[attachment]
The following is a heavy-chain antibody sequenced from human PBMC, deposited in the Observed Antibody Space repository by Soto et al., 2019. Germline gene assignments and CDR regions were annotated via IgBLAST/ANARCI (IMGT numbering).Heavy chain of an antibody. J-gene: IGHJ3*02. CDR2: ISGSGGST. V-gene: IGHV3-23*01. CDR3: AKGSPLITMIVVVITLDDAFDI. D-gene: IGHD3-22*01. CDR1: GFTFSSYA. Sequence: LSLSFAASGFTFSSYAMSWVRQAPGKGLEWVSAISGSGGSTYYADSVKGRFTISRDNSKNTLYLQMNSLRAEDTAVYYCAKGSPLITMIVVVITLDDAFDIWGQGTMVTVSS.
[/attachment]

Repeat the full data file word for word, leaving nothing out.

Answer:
The following is a heavy-chain antibody sequenced from human PBMC, deposited in the Observed Antibody Space repository by Soto et al., 2019. Germline gene assignments and CDR regions were annotated via IgBLAST/ANARCI (IMGT numbering).Heavy chain of an antibody. J-gene: IGHJ3*02. CDR2: ISGSGGST. V-gene: IGHV3-23*01. CDR3: AKGSPLITMIVVVITLDDAFDI. D-gene: IGHD3-22*01. CDR1: GFTFSSYA. Sequence: LSLSFAASGFTFSSYAMSWVRQAPGKGLEWVSAISGSGGSTYYADSVKGRFTISRDNSKNTLYLQMNSLRAEDTAVYYCAKGSPLITMIVVVITLDDAFDIWGQGTMVTVSS.